Serum Lipids and Low Back Pain: An Association?: A Follow-up Study of a Working Population Sample

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Study Design.

Cohort study with 5-, 10-, and 28-year follow-up.


To examine associations between baseline serum lipid concentrations and later low back pain (LBP).

Summary of Background Data.

Atherosclerosis of the lumbar vessels has been suggested as a mechanism leading to disc degeneration and LBP. Cholesterol is considered essential for atherosclerosis development.


A sample (n = 902) of employees in an engineering company was examined for serum total cholesterol and triglycerides, body mass index (BMI), smoking, exercise, work history, and LBP in 1973. By November 2000, 232 subjects had died. In 1978, 748 (84% of the survivors), in 1983, 654 (76%), and in 2000, 546 (81%) responded to a follow-up questionnaire.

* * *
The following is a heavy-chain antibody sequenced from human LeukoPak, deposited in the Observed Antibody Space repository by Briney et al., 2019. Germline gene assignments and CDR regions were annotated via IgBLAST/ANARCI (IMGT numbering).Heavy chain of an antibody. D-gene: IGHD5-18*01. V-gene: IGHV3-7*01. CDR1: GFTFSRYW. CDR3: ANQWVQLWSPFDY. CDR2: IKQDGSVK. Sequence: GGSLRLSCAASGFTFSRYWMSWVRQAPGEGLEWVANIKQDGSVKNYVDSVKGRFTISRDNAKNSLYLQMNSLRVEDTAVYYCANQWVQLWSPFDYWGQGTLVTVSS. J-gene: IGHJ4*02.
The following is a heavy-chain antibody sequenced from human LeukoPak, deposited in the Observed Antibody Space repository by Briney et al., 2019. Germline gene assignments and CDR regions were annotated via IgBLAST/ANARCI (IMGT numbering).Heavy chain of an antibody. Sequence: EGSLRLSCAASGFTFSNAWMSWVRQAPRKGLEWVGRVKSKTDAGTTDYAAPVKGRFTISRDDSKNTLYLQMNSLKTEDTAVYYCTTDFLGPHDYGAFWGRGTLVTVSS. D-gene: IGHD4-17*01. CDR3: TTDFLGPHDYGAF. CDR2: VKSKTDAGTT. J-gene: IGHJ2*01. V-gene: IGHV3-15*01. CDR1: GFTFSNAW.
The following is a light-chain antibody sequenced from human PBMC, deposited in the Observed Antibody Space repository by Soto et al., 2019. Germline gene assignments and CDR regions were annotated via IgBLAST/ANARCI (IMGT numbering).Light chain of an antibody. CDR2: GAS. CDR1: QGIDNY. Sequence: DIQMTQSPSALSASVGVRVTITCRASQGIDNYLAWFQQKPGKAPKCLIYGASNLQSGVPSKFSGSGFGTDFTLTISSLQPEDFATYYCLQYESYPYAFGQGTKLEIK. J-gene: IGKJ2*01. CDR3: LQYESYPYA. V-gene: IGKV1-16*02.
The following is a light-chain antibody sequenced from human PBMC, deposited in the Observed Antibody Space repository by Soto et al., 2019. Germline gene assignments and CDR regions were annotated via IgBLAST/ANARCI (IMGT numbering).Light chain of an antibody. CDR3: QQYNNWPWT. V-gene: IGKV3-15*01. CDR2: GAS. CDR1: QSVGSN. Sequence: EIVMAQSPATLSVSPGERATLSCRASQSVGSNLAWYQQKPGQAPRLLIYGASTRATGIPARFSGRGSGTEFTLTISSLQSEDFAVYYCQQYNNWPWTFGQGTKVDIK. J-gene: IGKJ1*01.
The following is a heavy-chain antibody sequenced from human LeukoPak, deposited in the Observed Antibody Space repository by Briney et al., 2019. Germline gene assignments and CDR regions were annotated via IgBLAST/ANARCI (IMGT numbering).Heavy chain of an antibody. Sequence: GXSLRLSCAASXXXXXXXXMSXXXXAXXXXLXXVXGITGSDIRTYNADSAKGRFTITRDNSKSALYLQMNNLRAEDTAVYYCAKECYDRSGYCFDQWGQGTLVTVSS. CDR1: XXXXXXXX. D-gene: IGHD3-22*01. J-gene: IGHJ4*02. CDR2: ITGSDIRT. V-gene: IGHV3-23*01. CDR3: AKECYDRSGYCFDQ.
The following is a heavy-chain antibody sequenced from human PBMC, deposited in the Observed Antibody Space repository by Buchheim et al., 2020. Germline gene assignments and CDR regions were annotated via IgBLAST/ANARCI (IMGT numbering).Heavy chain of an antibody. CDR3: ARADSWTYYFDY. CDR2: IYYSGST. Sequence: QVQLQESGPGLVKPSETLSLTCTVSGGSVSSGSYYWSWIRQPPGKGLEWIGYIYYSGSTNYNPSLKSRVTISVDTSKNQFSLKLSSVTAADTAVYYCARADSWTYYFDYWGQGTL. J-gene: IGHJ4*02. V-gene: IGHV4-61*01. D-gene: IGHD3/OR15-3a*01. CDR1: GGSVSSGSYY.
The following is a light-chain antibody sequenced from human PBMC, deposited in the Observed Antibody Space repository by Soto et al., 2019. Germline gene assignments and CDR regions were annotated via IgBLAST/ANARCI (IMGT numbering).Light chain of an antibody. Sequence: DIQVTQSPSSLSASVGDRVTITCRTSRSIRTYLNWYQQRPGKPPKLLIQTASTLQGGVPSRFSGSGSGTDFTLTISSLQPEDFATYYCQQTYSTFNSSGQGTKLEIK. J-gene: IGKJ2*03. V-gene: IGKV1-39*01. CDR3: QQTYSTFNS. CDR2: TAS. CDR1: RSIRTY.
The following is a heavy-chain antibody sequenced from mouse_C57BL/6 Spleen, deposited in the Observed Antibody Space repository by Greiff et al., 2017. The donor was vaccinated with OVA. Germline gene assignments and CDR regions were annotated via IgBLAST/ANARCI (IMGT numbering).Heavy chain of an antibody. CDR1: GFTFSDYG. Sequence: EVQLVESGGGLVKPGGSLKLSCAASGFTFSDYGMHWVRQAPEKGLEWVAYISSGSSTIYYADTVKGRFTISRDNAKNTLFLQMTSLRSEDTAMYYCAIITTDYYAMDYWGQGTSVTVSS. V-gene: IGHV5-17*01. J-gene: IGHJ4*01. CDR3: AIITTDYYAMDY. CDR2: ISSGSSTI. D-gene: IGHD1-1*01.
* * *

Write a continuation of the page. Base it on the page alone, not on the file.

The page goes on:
In men, baseline serum total cholesterol predicted new cases of radiating LBP in the 5-year follow-up (highest tertile vs. lowest: odds ratio [OR], 2.5; 95% confidence interval [CI], 1.1–5.9) and in the 10-year follow-up (OR, 2.8; 95% CI, 1.3–6.1), adjusted for age, occupational class, work history, BMI, smoking and exercise. Also, serum triglycerides predicted new cases in the latter examination (OR, 2.6; 95% CI, 1.2–5.8). In women, no associations were seen until the 10-year follow-up, when their results were similar to those in men. In the total material, serum total cholesterol predicted radiating LBP reported both at the 10- and the 28-year follow-up.


High serum lipids predicted incident radiating LBP, consistent with the atherosclerosis-LBP hypothesis.

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